I devoured the entire book, but these last chapters in particular I barely blinked. When Vasya ran back into the burning city to summon Morozko I was riveted, and very nervous. And then suddenly it’s over – Morozko is gone, Olga offers forgiveness to her sister and we’re sort of left wondering: is that it? (spoiler: no, the sequel is published next year)  

 

We spend the entire book building up to what happens in the last few chapters and the fact that everything just seemed to clear itself up was a little frustrating.

 

Because so many major events were packed in together so tightly, combined, they almost felt a little minor.

 

We have zero time to process what is going on between Vasya and Morozko. We never really return to the consequences of Olga’s lost baby.

 

The threat of being exposed as liars to the Grand Prince is a source of tension throughout most of the book – yet when the worst happens, it turns out not to be such a big deal after all.

 

That criticism aside, I loved the Girl in the Tower. It was clever, absorbing and packed with detail and action. I loved Vasya. If I could, I’d keep a framed photo of Morozko beside my bed. If you feel similarly attached to the story, I highly recommend you go and give The Bear and the Nightingale a read, too – you can buy it in our bookstore.

 

Now. Over to you – what did you think of this one? Anyone else shipping Vasya and Morozko or is that just me?

Posted on

December 2017

I’m always up for a ghost story, but around Christmas is the best time to read books with the supernatural – it’s just inherently a magical time.

 

Every decision the author makes in the Silent Companions is to create tension and it starts building from page one.

 

The Victorian era is one that we generally associate with the supernatural and the superstitious on a cultural level – have you ever noticed ghosts are often depicted as Victorian children? So as soon as we find ourselves in that era the conditions are right for a very spooky time.

 

It’s also set just out of reach of technology – something like a phone line would have made it easy to get the message out when strange things start happening at The Bridge.

 

Finally, the use of three interweaving storylines means there are always holes in our understanding. Each chapter manages to throw up a bunch of questions and never gives us enough time to puzzle them out.

 

We open at St Joseph’s Hospital and this is the only part of the story taking place in real time. Elsie has spent much of the last year in a drug-induced fog avoiding the trauma she’s experienced. Her new attending Dr Shepherd is a progressive doctor and proposes to help piece together what happened to her by writing down her story.

 

The second important thread is Elsie’s time at The Bridge, the dilapidated country estate she moves into after her husband dies and where almost all the haunting takes place. Her story is what we’re reading in the past tense – this is an important thing to note and we’ll come back to it in a minute.

 

Finally, the third part of the story is the diary of Anne Bainbridge, who writes about the happenings at The Bridge in 1635 in the months before and after the family receives a visit from the King. Sarah begins reading the diary as a way to learn more about her family history, and eventually both she and Elsie use the events of the past to explain what’s happening to them in the present.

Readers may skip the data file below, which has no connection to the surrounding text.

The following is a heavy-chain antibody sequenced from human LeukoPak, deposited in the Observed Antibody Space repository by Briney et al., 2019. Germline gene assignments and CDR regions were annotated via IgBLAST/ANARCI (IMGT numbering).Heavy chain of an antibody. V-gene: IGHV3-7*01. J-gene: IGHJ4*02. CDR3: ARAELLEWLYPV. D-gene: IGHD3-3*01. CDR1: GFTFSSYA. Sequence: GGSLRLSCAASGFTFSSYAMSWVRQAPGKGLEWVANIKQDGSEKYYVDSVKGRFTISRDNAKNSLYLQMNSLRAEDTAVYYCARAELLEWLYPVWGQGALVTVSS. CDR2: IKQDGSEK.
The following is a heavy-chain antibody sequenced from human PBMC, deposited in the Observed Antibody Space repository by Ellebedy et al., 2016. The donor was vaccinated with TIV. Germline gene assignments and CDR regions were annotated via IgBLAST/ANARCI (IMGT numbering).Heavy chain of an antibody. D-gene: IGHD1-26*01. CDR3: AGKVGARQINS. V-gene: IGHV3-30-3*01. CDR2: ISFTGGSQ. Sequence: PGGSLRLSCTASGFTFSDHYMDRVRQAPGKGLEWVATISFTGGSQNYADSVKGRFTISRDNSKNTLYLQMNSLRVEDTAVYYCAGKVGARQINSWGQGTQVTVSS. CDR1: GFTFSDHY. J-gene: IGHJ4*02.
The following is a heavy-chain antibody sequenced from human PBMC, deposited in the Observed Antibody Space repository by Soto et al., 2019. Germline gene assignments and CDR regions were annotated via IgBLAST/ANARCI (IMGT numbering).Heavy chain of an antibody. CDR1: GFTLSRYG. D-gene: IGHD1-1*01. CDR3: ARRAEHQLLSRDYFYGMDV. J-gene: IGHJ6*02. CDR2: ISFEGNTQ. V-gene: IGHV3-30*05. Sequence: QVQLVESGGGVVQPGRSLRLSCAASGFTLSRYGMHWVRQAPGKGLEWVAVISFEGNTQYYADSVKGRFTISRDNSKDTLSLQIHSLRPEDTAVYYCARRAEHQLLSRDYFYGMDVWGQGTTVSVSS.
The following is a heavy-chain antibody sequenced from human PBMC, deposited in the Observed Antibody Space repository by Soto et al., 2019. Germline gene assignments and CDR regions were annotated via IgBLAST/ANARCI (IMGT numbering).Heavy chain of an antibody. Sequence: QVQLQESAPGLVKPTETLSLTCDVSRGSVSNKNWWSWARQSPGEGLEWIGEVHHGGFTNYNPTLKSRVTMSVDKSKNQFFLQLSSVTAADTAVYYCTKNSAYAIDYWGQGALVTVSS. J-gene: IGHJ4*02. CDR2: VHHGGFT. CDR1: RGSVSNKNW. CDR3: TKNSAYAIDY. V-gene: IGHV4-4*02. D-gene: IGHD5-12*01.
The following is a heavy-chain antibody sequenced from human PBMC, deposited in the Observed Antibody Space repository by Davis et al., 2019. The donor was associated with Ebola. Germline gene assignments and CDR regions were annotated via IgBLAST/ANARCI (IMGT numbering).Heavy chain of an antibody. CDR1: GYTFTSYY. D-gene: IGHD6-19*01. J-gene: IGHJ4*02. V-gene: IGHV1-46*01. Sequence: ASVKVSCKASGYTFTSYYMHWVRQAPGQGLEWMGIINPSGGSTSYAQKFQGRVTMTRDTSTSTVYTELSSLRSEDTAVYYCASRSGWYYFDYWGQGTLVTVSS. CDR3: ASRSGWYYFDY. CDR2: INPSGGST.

Though most of the story reads like a third person narration – meaning the narrator is not in the story, but outside of it, simply telling us what happened – the most important chapters, where all the action takes place, are effectively a first-person story.

 

What happens at The Bridge is Elsie’s version of events. These are the facts according to Elsie.

 

So do we trust Elsie?

 

As first there’s no reason not to – she’s sensible and deeply skeptical of what seems to be taking place around her at The Bridge, even as things become more and more unsettling.

 

But as the story goes on we also learn just how difficult Elise’s life has been and how much she’s repressed up until now, it doesn’t seem as simple.

 

It could just as easily be the complicated story of a fractured mind – as Dr Shepherd suggests – rather than a true telling of her being haunted by an evil we can’t quite understand.

 

Is Elsie truly being haunted by the silent companions or did she kill her brother in an act of self preservation when she learned he had betrayed her? When you remember that the doctor is using the story she tells to make recommendations about her guilt or innocence, you realise a lot is at stake for Elsie.

 

Though she appears not to have a stake in it, how she tells her own story could be the difference in her living out her life in relative comfort or being charged and hung for murder.

 

What I loved about the Silent Companions is just what a whirlwind it turned out to be. I had so much fun reading every creepy moment as it happened.

 

When Elsie returns to The Bridge and sees Hetta’s eye move when she’s looking through the window I genuinely felt my skin crawl.

 

It felt like the literary equivalent of Pin The Tail on the Donkey. It’s as if you’re blindfolded and spun around, and then at the end you’re left trying to pinpoint what was real and what wasn’t. Which details were most significant?

 

Weeks later I’m still going back and forth about how to explain everything that went on at The Bridge.

 

Did Anne Bainbridge really conjure her daughter from dark magic – was Hetta evil or had she been corrupted by something else? What is the significance of Elise looking like the companion?

 

And for that matter – what’s the significance of the companions? Are they enchanted to begin with or are they enchanted because of the evil that inhibits them after Anne murders her own daughter?

 

What does it mean that the man who sold them disappeared afterwards as if he never existed at all? Was Rupert’s mother haunted by the same evil – and if yes, why was the housekeeper safe and happy at The Bridge for all those years?

 

When Rupert returns, does he stir the evil back to life by finding the necklace or simply by showing up? And what happened to Sarah? What happened to the desk at the asylum – did evil follow Elsie there or did she tear it to shreds herself in a fit?

 

The answers are all very slippery – nothing fits together neatly as you sift back through the details and there is deliberately some ambiguity on the part of the author.

 

You’ve heard my thoughts – now I want to hear yours. What happened at The Bridge?